Published In

Frontiers in Communication

Document Type

Article

Publication Date

7-31-2020

Abstract

Diversifying a community requires outreach, recruitment, and retention which in this case targets the science communication (SciComm) workforce. Establishing a strategy to accomplish such diversification includes designing, launching, and sustaining the new intervention. Here we review the 6-years history of the DiverseScholar SciCommDiversity Travel Fellowship. This intervention was designed to build a community of minority science communicators that would interact with experienced professionals at the ScienceWriters conference. The travel fellowship reduces the financial burden of conference attendance while introducing the fellows to mentors who facilitate networking and knowledge-building during the event’s professional development opportunities. The first two years of the fellowship were catalyzed by Idea Grants from the National Association of Science Writers—producers of the ScienceWriters event. Two strategies were used to engage potential fellowship applicants. First, we sought minority journalists interested in STEM topics who wished to extend beyond their standard reporting beats (tech, politics, etc.). Such student and professional journalists were found by networking with and producing conference panels at the National Association of Black Journalists and the Native American Journalists Association annual events. For the second strategy, we found minority scientists who were interested in exploring how to convert their social media and blogging activities to professional writing/reporting careers. We attracted such individuals through our activities at annual conferences such as the Society for the Advancement of Chicanos and Native Americans in Science as well as the Annual Biomedical Research Conference for Minority Students. Overall, one particular challenge of an intervention is financial sustainability once catalytic (grant) funds end. Here, we describe our model for a sustainable and synergistic intervention that positions the SciCommDiversity Travel Fellowship within the overall program of DiverseScholar’s doctoral recruiting services. The fellowship is now funded internally from advertising sales revenue from the DiverseScholarMinorityPostdoc.org career portal. The website, though, is more than just a job board since the travel fellows contribute original reporting to the online magazine. Thus, beyond just reducing financial barriers, the fellowship’s mentoring, and publishing opportunities can advance a fellow’s entry into the SciComm profession.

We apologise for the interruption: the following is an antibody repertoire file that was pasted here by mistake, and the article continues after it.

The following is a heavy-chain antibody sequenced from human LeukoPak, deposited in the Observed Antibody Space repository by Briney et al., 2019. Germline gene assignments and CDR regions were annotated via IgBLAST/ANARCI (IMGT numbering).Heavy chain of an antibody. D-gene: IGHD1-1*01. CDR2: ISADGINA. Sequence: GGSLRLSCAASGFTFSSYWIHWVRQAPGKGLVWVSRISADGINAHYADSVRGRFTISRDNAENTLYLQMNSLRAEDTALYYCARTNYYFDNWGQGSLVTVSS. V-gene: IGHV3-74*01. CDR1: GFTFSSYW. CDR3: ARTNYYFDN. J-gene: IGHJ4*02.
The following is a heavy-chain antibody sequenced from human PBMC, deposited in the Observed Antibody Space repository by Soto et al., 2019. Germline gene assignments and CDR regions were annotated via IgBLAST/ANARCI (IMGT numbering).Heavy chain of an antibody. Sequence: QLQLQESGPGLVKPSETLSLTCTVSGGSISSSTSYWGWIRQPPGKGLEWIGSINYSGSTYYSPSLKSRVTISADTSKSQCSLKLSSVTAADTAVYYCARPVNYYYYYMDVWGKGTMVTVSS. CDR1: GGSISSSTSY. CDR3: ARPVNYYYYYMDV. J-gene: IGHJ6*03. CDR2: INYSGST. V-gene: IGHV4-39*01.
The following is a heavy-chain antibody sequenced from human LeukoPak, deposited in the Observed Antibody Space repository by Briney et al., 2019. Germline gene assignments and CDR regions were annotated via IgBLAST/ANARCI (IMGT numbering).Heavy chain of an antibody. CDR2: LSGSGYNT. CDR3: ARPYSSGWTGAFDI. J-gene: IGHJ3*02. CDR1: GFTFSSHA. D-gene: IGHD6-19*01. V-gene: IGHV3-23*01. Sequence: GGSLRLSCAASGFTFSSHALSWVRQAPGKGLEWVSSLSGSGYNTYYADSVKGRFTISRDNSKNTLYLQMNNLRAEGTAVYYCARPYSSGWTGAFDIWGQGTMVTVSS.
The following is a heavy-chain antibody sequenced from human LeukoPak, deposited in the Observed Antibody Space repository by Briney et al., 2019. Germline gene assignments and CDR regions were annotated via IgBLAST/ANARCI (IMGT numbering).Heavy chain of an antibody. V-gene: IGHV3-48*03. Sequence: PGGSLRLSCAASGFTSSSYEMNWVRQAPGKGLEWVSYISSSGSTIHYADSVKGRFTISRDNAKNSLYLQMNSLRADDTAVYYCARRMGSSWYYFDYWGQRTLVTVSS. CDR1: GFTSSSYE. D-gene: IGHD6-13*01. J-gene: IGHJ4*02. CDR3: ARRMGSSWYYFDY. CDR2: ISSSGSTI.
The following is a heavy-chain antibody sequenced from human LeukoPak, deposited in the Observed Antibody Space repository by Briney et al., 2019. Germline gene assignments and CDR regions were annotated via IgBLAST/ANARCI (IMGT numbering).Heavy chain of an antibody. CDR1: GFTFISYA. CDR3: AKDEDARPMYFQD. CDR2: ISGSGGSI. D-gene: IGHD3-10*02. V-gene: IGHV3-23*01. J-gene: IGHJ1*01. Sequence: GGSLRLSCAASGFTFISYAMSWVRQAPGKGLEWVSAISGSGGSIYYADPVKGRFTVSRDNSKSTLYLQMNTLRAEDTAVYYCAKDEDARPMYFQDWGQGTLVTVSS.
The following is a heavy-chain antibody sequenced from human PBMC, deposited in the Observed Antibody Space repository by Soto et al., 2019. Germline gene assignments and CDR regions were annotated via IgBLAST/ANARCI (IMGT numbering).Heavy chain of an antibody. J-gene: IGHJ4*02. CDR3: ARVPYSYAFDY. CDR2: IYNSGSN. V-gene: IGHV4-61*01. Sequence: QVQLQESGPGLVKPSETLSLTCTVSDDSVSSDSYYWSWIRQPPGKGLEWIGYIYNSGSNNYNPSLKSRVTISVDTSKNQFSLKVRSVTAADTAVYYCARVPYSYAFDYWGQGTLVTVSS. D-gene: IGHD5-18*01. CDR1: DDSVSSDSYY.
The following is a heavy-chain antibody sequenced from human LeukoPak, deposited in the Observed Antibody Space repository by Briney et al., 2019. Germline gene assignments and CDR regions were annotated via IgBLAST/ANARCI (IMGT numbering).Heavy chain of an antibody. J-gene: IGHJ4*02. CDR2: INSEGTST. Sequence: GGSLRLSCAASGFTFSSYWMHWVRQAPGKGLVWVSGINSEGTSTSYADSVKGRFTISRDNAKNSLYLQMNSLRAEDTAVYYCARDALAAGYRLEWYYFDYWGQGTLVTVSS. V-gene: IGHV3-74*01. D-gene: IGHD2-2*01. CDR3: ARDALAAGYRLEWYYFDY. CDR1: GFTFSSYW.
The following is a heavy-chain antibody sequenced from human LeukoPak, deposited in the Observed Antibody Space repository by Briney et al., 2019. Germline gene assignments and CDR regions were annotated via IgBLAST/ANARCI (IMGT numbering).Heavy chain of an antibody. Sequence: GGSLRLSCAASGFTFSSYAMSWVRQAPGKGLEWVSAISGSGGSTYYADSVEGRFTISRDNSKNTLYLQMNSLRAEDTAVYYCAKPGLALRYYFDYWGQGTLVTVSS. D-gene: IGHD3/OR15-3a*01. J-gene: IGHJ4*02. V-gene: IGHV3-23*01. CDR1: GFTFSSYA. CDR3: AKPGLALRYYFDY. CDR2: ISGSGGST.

Description

Copyright © 2020 Roca, Coleman, Haelle and Lee. This is an open-access article distributed under the terms of the Creative Commons Attribution License (CC BY). The use, distribution or reproduction in other forums is permitted, provided the original author(s) and the copyright owner(s) are credited and that the original publication in this journal is cited, in accordance with accepted academic practice. No use, distribution or reproduction is permitted which does not comply with these terms.

DOI

10.3389/fcomm.2020.00051

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